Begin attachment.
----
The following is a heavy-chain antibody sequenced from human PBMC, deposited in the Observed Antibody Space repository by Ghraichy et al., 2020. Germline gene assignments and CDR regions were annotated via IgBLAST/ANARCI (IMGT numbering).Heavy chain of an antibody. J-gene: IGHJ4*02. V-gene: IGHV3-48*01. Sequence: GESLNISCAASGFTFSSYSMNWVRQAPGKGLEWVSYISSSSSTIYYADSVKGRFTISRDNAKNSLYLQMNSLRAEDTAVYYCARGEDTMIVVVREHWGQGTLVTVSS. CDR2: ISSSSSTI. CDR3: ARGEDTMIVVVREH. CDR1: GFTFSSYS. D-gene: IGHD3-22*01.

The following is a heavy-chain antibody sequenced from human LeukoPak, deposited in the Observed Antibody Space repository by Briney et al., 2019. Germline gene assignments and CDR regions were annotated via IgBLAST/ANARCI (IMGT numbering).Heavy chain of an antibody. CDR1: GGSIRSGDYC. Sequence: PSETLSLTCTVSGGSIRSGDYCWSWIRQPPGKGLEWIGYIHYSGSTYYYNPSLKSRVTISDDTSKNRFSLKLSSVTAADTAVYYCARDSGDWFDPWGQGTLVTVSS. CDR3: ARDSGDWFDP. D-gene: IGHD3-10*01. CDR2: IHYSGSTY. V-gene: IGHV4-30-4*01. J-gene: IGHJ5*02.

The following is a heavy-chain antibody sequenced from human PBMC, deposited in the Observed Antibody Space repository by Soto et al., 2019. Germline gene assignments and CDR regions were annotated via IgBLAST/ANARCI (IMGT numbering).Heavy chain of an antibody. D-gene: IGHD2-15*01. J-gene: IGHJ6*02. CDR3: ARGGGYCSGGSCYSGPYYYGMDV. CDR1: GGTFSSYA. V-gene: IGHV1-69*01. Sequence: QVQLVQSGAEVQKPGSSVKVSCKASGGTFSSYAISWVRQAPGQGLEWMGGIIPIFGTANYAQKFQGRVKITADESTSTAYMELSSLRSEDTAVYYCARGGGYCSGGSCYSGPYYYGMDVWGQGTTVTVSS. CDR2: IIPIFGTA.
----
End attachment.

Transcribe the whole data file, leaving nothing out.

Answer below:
The following is a heavy-chain antibody sequenced from human PBMC, deposited in the Observed Antibody Space repository by Ghraichy et al., 2020. Germline gene assignments and CDR regions were annotated via IgBLAST/ANARCI (IMGT numbering).Heavy chain of an antibody. J-gene: IGHJ4*02. V-gene: IGHV3-48*01. Sequence: GESLNISCAASGFTFSSYSMNWVRQAPGKGLEWVSYISSSSSTIYYADSVKGRFTISRDNAKNSLYLQMNSLRAEDTAVYYCARGEDTMIVVVREHWGQGTLVTVSS. CDR2: ISSSSSTI. CDR3: ARGEDTMIVVVREH. CDR1: GFTFSSYS. D-gene: IGHD3-22*01.

The following is a heavy-chain antibody sequenced from human LeukoPak, deposited in the Observed Antibody Space repository by Briney et al., 2019. Germline gene assignments and CDR regions were annotated via IgBLAST/ANARCI (IMGT numbering).Heavy chain of an antibody. CDR1: GGSIRSGDYC. Sequence: PSETLSLTCTVSGGSIRSGDYCWSWIRQPPGKGLEWIGYIHYSGSTYYYNPSLKSRVTISDDTSKNRFSLKLSSVTAADTAVYYCARDSGDWFDPWGQGTLVTVSS. CDR3: ARDSGDWFDP. D-gene: IGHD3-10*01. CDR2: IHYSGSTY. V-gene: IGHV4-30-4*01. J-gene: IGHJ5*02.

The following is a heavy-chain antibody sequenced from human PBMC, deposited in the Observed Antibody Space repository by Soto et al., 2019. Germline gene assignments and CDR regions were annotated via IgBLAST/ANARCI (IMGT numbering).Heavy chain of an antibody. D-gene: IGHD2-15*01. J-gene: IGHJ6*02. CDR3: ARGGGYCSGGSCYSGPYYYGMDV. CDR1: GGTFSSYA. V-gene: IGHV1-69*01. Sequence: QVQLVQSGAEVQKPGSSVKVSCKASGGTFSSYAISWVRQAPGQGLEWMGGIIPIFGTANYAQKFQGRVKITADESTSTAYMELSSLRSEDTAVYYCARGGGYCSGGSCYSGPYYYGMDVWGQGTTVTVSS. CDR2: IIPIFGTA.